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October 17, 2020

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You are stubborn aren't you? Just get an implant, After 4 crowns, you have precious little stub for that thing to hang onto and each time will feel "different" as they try to compensate for that :)

For the record - this is probably a case as do as I say, not as I do (or will do). Not that I've yet had that problem, but I do have one crown that they worried about the stub when they replaced it last time and I can imagine doing just what you are doing when it comes time for another replacement.

To being stubborn, I plead absolutely guilty. However, 1) if Dr S thought there wasn't enough base for the crown, why didn't she (or the dentist who installed the new crown last November) advise me to go with an implant before charging me to make a crown that she thought wouldn't be successful? and 2) the original installation of this crown felt like the tooth was not properly seated - it felt out of alignment - canted forward in addition to its being wobbly. (The crown installed last November was too wide, too long, and too thick, allowing it to pick up the loads that it should not have been picking up. That it was too large for the space was attested to by its having split vertically at its center last month.)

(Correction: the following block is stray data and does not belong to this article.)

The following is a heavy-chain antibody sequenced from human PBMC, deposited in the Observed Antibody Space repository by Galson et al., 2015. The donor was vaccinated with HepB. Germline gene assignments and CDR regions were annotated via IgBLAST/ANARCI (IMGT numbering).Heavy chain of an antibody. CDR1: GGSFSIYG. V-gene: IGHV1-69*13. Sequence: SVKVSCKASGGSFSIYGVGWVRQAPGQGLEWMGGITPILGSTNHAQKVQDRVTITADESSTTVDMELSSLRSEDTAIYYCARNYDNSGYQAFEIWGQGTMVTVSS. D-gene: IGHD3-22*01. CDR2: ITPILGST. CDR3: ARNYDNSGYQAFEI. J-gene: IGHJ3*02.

This cementing may not last as long as the cementing from September, but at least it feels properly seated and in alignment.

Jary spoiled me over the 25 years that he did my dental work by working with his patient instead of on his patient. I've seen at least seven dentists since Jary had to retire 18 years ago and not one of them has been super (or even good) about discussing what I am experiencing. Dr S is young enough that there is hope that she can learn to do so ; )

You may recall that Jary went so far as to ask patients how they were caring for their teeth. He kept records on that and, based on the results he saw and his statistics, he advised his patients how they should be caring for their teeth. I don't know how his discussions with other patients went, but Jary always discussed options and the mechanics of what he planned/recommended doing and why with me.